UNITED NATIONS — Conflict-torn Yemen “is falling off a cliff” and will face the worst famine the world has seen for decades unless donors, and especially its Gulf neighbors, contribute generously to this year’s U.N. humanitarian appeal for $3.85 billion, the U.N. humanitarian chief warned Wednesday.
Mark Lowcock said Gulf countries, especially Saudi Arabia and the United Arab Emirates, which contributed generously to U.N. appeals in 2018 and 2019, cut back drastically last year. This forced aid agencies to reduce the number of Yemenis receiving food and other humanitarian aid from 13-14 million every month in 2019 to just 9 million in 2020, he said.
The 4 million people who didn’t receive food last year “are among those essentially in the long, slow, brutal, painful, agonizing process of starving to death,” Lowcock told a virtual briefing for a group of reporters.
He spoke ahead of Monday’s pledging conference co-hosted by Sweden and Switzerland where Secretary-General Antonio Guterres will appeal for $3.85 billion.
“Without that funding, a lot more people will die, there could be catastrophic prospects unleashed in the country,” Lowcock warned. “Because of the state in the country now, where there (are) already pockets of famine, what we’re going to see is the worst famine the world has seen for decades. So, there is a lot at stake and there’s an urgency.”
The devastating conflict in the Arab world’s poorest country erupted in 2014, when Iranian-backed Houthi rebels seized Yemen’s capital, Sanaa, and much of the country’s north. That prompted a U.S.-backed Arab military coalition led by Saudi Arabia and the UAE to intervene months later in a bid to restore the government of Yemeni President Abed Rabu Mansour Hadi to power.
The conflict has killed some 130,000 people and spawned the world’s worst humanitarian disaster.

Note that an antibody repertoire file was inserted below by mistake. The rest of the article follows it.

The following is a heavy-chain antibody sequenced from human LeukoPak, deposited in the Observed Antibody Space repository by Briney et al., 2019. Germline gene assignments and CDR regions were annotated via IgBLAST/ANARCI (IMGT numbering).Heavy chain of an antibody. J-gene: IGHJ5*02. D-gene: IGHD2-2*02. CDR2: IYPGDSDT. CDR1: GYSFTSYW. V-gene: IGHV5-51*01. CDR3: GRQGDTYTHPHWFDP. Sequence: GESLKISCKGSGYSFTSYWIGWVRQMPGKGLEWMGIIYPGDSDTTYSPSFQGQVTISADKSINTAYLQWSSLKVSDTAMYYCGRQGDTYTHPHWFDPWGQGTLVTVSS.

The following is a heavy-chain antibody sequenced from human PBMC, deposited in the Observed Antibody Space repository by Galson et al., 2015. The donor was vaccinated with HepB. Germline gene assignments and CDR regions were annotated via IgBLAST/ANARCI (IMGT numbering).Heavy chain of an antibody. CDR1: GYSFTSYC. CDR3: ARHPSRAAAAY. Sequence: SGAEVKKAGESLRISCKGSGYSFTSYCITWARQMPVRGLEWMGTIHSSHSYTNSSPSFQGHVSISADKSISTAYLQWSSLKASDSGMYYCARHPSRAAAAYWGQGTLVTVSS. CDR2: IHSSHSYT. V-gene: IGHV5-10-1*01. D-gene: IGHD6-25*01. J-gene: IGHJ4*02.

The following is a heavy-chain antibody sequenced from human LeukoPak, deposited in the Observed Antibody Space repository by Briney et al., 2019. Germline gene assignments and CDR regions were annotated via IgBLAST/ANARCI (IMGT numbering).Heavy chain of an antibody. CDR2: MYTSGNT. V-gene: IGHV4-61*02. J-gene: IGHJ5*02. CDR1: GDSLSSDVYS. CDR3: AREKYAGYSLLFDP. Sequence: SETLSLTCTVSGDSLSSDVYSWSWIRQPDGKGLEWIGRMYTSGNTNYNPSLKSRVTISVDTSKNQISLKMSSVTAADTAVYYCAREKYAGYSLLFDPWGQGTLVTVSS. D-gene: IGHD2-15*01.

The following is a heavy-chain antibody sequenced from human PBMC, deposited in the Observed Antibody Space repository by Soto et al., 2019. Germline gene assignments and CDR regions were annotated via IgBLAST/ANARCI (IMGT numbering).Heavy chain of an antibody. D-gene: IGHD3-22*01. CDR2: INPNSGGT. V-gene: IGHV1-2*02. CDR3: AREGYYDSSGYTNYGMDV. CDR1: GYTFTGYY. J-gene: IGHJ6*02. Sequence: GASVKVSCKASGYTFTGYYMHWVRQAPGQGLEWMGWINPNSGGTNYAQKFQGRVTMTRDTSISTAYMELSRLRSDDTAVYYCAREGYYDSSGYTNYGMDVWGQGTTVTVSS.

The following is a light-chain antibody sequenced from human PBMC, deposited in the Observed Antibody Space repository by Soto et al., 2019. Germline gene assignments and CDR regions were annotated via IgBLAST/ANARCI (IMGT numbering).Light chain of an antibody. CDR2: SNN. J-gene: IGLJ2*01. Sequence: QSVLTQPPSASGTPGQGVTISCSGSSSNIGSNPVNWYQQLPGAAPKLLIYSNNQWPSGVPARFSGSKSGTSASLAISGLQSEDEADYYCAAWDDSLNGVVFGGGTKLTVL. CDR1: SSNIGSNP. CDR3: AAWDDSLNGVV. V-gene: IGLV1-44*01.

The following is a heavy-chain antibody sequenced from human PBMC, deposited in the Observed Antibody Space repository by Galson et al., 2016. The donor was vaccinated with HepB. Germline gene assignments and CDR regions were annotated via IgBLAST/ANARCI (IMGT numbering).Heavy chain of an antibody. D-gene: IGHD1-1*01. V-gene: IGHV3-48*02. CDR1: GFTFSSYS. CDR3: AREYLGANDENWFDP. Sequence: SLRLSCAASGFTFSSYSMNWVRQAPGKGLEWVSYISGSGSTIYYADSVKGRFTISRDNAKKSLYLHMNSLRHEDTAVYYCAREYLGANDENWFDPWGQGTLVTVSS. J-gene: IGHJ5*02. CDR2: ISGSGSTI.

Lowcock said U.S. President Joe Biden’s new Yemen policy aimed at ending the six-year war and halting support for the coalition, and the way it has been welcomed especially by Saudi Arabia, “does create a major opportunity for peace and progress in Yemen.”
“That creates probably the biggest opportunity that we’ve seen since 2016 to find a resolution,” he said.
Lowcock said it’s now up to Yemen’s warring parties to take the opportunity and build a government that represents “everybody” and addresses the needs of the people including rebuilding the economy and restoring livelihoods for millions of people. If that happens, he said, that government will receive international support.
Lowcock stressed that in order to keep the situation in the country “stable” for the peace process to have a chance, the humanitarian situation must improve to where it was in 2019 when 13-14 million people per month were receiving food — and that requires $3.85 billion funding.
Last year’s $3.4 billion appeal received only about $1.8 billion, he said, with the U.N. receiving only $300 million of the %500 million that Saudi Arabia pledged, just a “modest” contribution from the UAE, and Kuwait only coming in with a late $20 million pledge, he said.
Lowcock said he has been talking to Gulf countries every day for the last week or 10 days with the message that what they did in 2018 and 2019 “saved a lot of lives” and prevented “a tragedy of genuine historic proportions.”
“It’s now back on a knife edge. And what you do will make a huge difference, and please pledge generously and please pay promptly,” he said he told Gulf officials.
Lowcock said Monday will be his fourth pledging conference for Yemen, and he’s expecting a higher turnout, a higher-level presence including foreign ministers, and “strong representation from the Gulf countries” which he called “an encouraging sign.”
“I think there is an understanding now that the humanitarian situation is about to fall off a cliff, that a huge famine is not in anyone’s interest,” he said.
Lowcock said he believes countries also realize that the Biden administration’s new policy offers an opportunity to try to restore peace to Yemen, and humanitarian aid is a critical element.